Shyness or Social Anxiety Disorder?

Some people walk into a social setting, whether it be work, school, a party or university, and are confident, outgoing, comfortable and eager to socialise with others. Having social interactions energises them and they find it easy to converse with new people and facilitate discussions. These people are often referred to as “social butterflies” or they are the “life of the party”.

Then there are people who are the opposite to this, they like being in places that are quiet, with not too many people around and it generally takes them more time to warm up and be comfortable around new people. These people are often referred to as “shy”, “quiet” or “reserved”. 

So what exactly is shyness? And how is it different to Social Anxiety Disorder or Social Phobia?

Shyness is a personality trait or an emotion that is affected by the company of others. Being shy can mean that you feel nervous, timid and feel awkward when approaching or being approached by others. 

Social Anxiety Disorder involves fear, anxiety and avoidance that significantly impacts different areas of a person’s life such as work, school, daily routines or in other settings. This fear or anxiety occurs in social situations where there is a possibility to be embarrassed or negatively evaluated by other people. 

Common signs and symptoms of social anxiety disorder include:

  • Fear in social situations where you may be judged by others
  • Fear that the you will act in a way that will be embarrassing
  • Fear that your anxiety symptoms will be noticed by others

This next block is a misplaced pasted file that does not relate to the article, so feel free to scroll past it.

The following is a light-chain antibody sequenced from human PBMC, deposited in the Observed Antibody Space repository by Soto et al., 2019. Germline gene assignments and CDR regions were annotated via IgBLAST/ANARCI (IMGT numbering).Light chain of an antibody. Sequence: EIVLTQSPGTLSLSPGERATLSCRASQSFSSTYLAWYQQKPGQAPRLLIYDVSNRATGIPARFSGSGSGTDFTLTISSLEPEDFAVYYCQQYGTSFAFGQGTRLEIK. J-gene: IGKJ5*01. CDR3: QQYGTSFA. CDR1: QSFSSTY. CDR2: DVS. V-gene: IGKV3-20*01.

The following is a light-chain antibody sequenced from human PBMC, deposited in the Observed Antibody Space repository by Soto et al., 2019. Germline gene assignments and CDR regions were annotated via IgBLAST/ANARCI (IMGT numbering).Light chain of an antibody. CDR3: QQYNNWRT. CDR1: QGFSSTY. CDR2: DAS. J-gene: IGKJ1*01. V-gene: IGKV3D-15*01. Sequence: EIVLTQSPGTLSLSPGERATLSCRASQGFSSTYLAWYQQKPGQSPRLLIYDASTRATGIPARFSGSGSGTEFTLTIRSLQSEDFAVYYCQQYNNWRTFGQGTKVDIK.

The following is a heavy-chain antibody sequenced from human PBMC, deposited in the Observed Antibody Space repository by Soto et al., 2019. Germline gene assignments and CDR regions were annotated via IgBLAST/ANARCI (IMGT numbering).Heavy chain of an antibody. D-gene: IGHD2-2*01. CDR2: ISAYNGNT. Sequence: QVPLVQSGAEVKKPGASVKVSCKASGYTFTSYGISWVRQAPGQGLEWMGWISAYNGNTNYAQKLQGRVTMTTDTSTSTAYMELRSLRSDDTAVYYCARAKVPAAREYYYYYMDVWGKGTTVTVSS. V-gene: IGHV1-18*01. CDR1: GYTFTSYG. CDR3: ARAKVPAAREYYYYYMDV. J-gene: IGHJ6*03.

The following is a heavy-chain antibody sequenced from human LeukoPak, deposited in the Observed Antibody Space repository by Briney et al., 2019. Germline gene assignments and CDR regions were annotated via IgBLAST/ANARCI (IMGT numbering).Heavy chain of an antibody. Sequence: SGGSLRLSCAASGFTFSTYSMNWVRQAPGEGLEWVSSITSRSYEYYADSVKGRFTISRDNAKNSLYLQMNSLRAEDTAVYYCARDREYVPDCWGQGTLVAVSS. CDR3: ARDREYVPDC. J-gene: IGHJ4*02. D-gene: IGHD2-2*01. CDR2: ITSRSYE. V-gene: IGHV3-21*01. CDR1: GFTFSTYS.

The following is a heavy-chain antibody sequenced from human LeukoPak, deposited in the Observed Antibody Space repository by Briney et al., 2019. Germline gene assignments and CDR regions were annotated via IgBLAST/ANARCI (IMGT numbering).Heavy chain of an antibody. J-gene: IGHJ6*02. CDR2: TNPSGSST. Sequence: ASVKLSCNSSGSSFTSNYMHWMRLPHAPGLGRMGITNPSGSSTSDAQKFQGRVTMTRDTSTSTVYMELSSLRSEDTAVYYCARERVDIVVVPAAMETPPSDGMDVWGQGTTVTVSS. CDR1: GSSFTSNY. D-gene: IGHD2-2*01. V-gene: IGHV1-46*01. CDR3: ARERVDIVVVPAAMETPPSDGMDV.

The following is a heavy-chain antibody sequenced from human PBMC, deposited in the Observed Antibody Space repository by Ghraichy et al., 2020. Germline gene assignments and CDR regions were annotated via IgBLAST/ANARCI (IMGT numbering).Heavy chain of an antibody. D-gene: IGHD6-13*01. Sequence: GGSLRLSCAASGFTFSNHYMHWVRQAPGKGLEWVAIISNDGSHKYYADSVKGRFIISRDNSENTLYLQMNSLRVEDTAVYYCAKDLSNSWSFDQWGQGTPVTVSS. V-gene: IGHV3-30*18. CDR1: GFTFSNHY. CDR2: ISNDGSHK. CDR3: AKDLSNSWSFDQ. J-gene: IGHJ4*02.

• Concern that other people will think you are anxious, weak, crazy, stupid, boring or unlikeable
  • Social situations almost always provoke fear or anxiety
  • Social situations are generally avoided or endured with intense fear or anxiety
  • You avoid situations where you are the centre of attention
  • You experience physical symptoms such as a rapid heartbeat, shaking, breathlessness, trembling, sweating, dizziness, having an upset stomach
  • You avoid engaging in common social behaviours such as starting conversations with unfamiliar people, eating in front of others, making eye contact, dating, entering a room where everyone is already seated, attending parties or retuning something to a store.
  • Fear that your physical symptoms may embarrass you such as blushing, sweating or trembling.
  • Worrying every day in advance of an upcoming social event or repeating a speech for days in advance
  • After a social situation you may spend time analyzing and constantly going over what you said or how you behaved  

What to do?

It is perfectly normal to feel shy and to take your time to warm up to new social settings or people. If you are a shy person and want to have fun socializing and being more comfortable to be yourself in new situations here are some tips:

1. Start Practicing: You can start practicing “small talk” or asking questions to someone you are comfortable with and once you feel comfortable enough you can begin to practice these skills with people you don’t know as well such as at school, work or at the shops.  The more you practice the more comfortable and confident you will feel when socializing.

2. Identify your strengths: If there are some situations that make you feel shy, that is okay! You may have a lot of amazing qualities that other people may not have. You can write these down and carry them around with you and if you feel shy and need a reminder you can read them. Remember your good qualities and remember to love yourself!

3. Get out of your comfort zone: Do a speech, join a sporting club, pick up a new project at work, talk to a stranger at a café. Exposing yourself to new situations will enable you to overcome your shyness as you are building confidence in many areas of your life. 

If you read this article and the common signs and symptoms of Social Anxiety Disorder applied to you. In that, you fear or avoid normal social situations because they cause you intense fear, anxiety or panic. It may be a good idea to share this with a GP or Psychologist who will be able to assist you in overcoming those symptoms.

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